These U.S. Foods Contain Dangerous Ingredients – And They’re Banned In Other Countries

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It’s something of a shocker. A wide range of different food additives and animal feed supplements are commonly found in our diets here in the United States. Yet these exact same substances are banned for human – or animal – consumption by our European cousins, as well as by other nations. Forewarned is forearmed, they say, so have a look at these additives banned in Europe which might appear on your dinner plate in America.

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Neither potassium bromate nor azodicarbonamide (ADA) sound remotely toothsome, but you might be eating them on a regular basis. Both may be found in your daily loaf as well as inside a range of baked goods from hot dog buns to pizzas. There’s some evidence linking these chemicals to cancer and other ailments. Both substances are banned in Europe, Canada, China and elsewhere, but are allowed in the States.

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It’s unlikely that brominated vegetable oil (BVO) is something that you knowingly keep in your kitchen cupboard. But it might still lurk in your home unbeknown to you. That’s because it’s often used in sports beverages and soft drinks with citrus flavoring. BVO includes bromine and that’s been linked to skin and nerve issues and memory deterioration. The Japanese and the Europeans have nixed BVO, but it’s still allowed in America.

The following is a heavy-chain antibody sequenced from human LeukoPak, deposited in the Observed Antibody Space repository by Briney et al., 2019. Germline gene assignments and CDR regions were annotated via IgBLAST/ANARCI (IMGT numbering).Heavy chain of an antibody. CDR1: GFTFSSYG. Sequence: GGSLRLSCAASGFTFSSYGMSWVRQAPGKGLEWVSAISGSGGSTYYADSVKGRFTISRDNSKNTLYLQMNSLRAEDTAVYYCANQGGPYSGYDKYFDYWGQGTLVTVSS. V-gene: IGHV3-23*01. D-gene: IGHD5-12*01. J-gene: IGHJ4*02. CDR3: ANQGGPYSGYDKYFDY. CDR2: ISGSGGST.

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There are three food dyes you might want to know about: yellow numbers five and six, and red number 40. In fact, all of these are permitted in the European Union, but where they’re present there must be clear labeling announcing that they could cause activity and attention problems in children. No such warning is required in the U.S. The dyes are to be found in everything from ketchup and mustard to candies and cereals.

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You won’t be directly eating a substance called ractopamine, as it’s fed to beef cattle, turkeys and pigs to increase weight. But there may be traces in your diet if you eat meat from an animal that’s consumed the substance. Researchers have linked ractopamine to hyperactivity and heart problems. It’s banned in as many as 160 countries, including all those in the European Union, as well as Russia and China.